And now, let's talk about human papilloma virus
which of course can cause condyloma acuminata.
Our focus today is on skin manifestations but
remember that HPV has 200+ different subtypes
some of which can cause things like cervical
cancer, particularly subtypes 16, 18 and 31.
We're not gonna talk about more about those
today, we're gonna focus on the skin.
The HPV has multiple wart subtypes and we're gonna
go through a few of them in just a few moments.
The way that it works is that HPV is transmitted
through contact from infected skin or mucosa
and it can certainly be sexually transmitted.
It infects squamous epithelium of the skin and the mucous
membranes leading to benign epithelial hyperplasia.
Usually, the incubation period is maybe 3 weeks to as long
as 8 months before you start to see any manifestations.
What you'll see actually on the
skin are hyperkeratotic papules
and if you look on that finger
all the way over on the far right,
you can see those cauliflower-like papules
or nodules on the tip of the finger.
The immune status of the host dictates the size and
number of lesions and folks who are immunocompromised
can have lots and lots of these
verrucous lesions in multiple locations.
Note by the way the red and black
dots on the cauliflower-like lesions.
These are evidence of thrombosed capillary
loops and particularly with plantar warts
can help be distinguished between an HPV-mediated wart
compared with something like just
a simple hyperkeratotic corn.
The diagnosis is essentially clinical, you shouldn't
really need to do a biopsy or any other testing
and you're gonna treat them with watchful waiting,
1 out of 3 of them will regress spontaneously.
You can however, if patients are inpatients or if they're
uncomfortable, you can treat with topical salicylic acid.
You could use a more aggressive treatment
like topical fluorouracil or imiquimod,
or you can also use cryotherapy, though
cryotherapy can be somewhat painful.
Next up, we'll talk about the four different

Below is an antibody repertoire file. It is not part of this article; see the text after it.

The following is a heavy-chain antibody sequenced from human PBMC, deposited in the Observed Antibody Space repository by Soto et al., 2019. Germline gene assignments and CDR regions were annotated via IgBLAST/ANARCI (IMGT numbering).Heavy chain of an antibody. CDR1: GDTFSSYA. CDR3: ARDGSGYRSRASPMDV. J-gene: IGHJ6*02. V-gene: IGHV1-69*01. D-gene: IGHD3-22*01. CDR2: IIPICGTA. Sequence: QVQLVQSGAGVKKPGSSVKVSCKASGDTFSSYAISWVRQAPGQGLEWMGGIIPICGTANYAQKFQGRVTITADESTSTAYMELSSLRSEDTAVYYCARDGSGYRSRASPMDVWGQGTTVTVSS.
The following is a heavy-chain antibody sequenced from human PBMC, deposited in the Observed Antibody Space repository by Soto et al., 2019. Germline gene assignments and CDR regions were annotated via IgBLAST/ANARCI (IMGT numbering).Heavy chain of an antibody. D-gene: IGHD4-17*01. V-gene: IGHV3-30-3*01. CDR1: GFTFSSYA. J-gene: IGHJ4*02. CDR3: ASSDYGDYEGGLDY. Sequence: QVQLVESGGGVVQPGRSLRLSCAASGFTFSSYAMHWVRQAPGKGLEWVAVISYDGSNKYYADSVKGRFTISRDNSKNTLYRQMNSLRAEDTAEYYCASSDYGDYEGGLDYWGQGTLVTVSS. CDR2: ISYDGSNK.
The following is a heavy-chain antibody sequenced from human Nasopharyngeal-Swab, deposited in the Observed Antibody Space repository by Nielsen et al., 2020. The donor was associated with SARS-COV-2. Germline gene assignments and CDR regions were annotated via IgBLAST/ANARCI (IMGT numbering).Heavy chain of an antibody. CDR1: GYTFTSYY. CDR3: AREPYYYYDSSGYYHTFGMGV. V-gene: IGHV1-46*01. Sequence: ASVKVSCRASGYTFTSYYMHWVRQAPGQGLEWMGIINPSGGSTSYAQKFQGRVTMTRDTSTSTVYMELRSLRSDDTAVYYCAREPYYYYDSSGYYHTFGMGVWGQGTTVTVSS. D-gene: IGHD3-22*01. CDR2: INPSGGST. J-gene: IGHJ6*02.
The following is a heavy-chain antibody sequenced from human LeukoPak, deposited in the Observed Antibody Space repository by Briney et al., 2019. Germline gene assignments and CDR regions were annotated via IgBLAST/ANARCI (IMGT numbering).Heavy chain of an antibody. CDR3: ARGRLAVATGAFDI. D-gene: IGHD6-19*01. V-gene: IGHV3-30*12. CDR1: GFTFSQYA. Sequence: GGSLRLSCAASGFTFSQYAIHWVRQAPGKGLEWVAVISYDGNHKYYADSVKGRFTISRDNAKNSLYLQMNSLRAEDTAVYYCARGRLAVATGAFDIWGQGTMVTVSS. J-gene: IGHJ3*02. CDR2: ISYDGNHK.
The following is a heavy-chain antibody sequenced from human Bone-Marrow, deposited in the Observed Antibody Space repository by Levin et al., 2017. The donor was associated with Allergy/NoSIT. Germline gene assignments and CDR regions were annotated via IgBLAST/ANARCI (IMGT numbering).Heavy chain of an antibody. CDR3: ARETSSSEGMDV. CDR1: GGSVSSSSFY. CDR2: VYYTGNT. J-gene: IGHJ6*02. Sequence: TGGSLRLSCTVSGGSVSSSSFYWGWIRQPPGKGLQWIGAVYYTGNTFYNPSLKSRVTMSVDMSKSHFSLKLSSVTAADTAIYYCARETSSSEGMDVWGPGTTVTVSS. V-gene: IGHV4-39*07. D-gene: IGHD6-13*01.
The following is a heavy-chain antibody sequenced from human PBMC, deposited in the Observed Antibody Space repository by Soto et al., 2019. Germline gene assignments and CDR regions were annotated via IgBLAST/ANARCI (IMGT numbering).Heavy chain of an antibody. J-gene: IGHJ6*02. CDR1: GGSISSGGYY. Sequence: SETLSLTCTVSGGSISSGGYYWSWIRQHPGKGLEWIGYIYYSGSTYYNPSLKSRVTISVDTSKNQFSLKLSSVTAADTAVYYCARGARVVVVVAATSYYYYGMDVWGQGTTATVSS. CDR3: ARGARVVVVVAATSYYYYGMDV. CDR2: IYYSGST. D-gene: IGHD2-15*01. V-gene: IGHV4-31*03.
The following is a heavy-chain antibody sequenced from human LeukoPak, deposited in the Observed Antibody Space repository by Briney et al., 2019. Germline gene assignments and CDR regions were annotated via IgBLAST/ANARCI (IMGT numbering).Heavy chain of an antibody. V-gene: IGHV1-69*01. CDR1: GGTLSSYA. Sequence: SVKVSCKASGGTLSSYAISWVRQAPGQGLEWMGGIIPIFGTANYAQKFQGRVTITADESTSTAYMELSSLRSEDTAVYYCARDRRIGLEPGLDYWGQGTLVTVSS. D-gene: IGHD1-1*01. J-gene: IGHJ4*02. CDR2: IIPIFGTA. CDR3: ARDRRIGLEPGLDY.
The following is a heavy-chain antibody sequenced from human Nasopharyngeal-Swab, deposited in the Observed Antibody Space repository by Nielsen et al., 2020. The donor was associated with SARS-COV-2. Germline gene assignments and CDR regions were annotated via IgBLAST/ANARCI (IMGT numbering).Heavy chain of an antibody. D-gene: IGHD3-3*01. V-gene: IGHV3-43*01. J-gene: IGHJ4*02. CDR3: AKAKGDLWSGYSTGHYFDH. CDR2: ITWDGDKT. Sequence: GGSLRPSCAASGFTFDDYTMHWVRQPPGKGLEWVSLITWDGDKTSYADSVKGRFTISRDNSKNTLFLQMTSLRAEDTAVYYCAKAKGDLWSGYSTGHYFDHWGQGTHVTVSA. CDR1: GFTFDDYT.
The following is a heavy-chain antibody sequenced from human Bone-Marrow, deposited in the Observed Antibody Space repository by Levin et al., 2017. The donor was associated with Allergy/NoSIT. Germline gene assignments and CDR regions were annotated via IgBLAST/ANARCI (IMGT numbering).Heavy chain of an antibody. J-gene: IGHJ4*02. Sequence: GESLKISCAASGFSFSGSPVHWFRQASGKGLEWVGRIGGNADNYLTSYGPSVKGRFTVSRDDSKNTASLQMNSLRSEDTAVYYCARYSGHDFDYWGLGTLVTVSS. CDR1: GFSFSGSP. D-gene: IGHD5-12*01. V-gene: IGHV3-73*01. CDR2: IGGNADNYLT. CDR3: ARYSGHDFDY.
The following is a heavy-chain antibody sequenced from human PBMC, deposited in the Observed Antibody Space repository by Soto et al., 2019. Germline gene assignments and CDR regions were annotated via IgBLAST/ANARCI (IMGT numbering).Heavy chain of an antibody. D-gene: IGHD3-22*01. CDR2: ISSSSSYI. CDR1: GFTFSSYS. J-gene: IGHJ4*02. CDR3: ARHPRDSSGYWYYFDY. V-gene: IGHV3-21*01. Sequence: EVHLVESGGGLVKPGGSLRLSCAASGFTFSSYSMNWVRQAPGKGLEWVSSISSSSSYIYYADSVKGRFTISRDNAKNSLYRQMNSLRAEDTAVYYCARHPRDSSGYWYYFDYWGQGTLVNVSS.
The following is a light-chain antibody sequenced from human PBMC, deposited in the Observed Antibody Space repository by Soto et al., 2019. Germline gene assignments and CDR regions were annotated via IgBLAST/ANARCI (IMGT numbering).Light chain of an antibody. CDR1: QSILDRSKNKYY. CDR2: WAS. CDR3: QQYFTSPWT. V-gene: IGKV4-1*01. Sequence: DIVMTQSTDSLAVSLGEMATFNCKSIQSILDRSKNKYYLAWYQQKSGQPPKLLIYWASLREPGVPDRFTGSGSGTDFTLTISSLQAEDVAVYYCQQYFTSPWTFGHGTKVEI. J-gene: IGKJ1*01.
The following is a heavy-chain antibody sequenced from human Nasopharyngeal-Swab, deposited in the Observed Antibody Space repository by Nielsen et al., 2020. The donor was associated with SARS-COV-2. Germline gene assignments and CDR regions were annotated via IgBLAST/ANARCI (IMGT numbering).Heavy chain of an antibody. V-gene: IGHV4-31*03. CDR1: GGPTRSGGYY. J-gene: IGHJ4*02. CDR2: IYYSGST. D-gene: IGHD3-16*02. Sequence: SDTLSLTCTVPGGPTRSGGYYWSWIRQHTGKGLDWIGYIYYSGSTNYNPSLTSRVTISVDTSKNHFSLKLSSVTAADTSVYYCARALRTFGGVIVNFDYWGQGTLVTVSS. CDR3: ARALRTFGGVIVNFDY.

subtypes of warts caused by human papilloma virus.
First stop, plantar warts.
These, as you might imagine, appear on the
plantar surface of the foot or on the toes.
As shown here, we've got several lesions
on the plantar side of the great toe.
These are painful at pressure points and
it's basically pain with ambulation
that leads patients to come to their primary
care provider to get them taken care of.
Next stop, the most common
type of wart is common warts.
These are also called verruca vulgaris.
You'll commonly see them on the hands and fingers
of kids and they disrupt the finger prints
and one way to tell you that you've
efffectively treated the lesion
is when a fingerprint start to immerge again
from behind these cauliflower-shaped lesions.
Next one is anogenital warts and again, I'll remind
you, these are also called condylomata acuminata.
They are pretty much only transmitted through sexual
contact and they're caused by these serotypes 6 and 11.
These are low risk serotypes, they don't cause cancer
and those serotypes alone make up about
90% of all anogenital wart lesions.
And lastly, flat warts.
These are flat, they don't have that cauliflower-shaped
appearance as you can see here on the face.
They're flat-topped, pink papules,
oftentimes on the face or on the hands
and they're much less keratotic
than some of the other ones.
So less rough and indurated and nodular.
Alright, so knowing all that information,
now, let's quickly revisit our case.
So, we've got a sexually active young
man with asymptomatic, skin-colored,
fleshy papules scattered on the shaft of his penis.
Okay, this is definitely condylomata acuminata.
Again, also known as genital warts caused by HPV.
In contrast to treating common warts, we tend to
recommed imiquimod as our first line approach,
followed by cryotherapy.
As you might imagine, cryotherapy on the
shaft of the penis is going to be painful.
And again, you can remind the patients that about a third of
these lesions will resolve without any treatment whatsoever.
So sometimes, just watchful waiting
is the most prudent approach.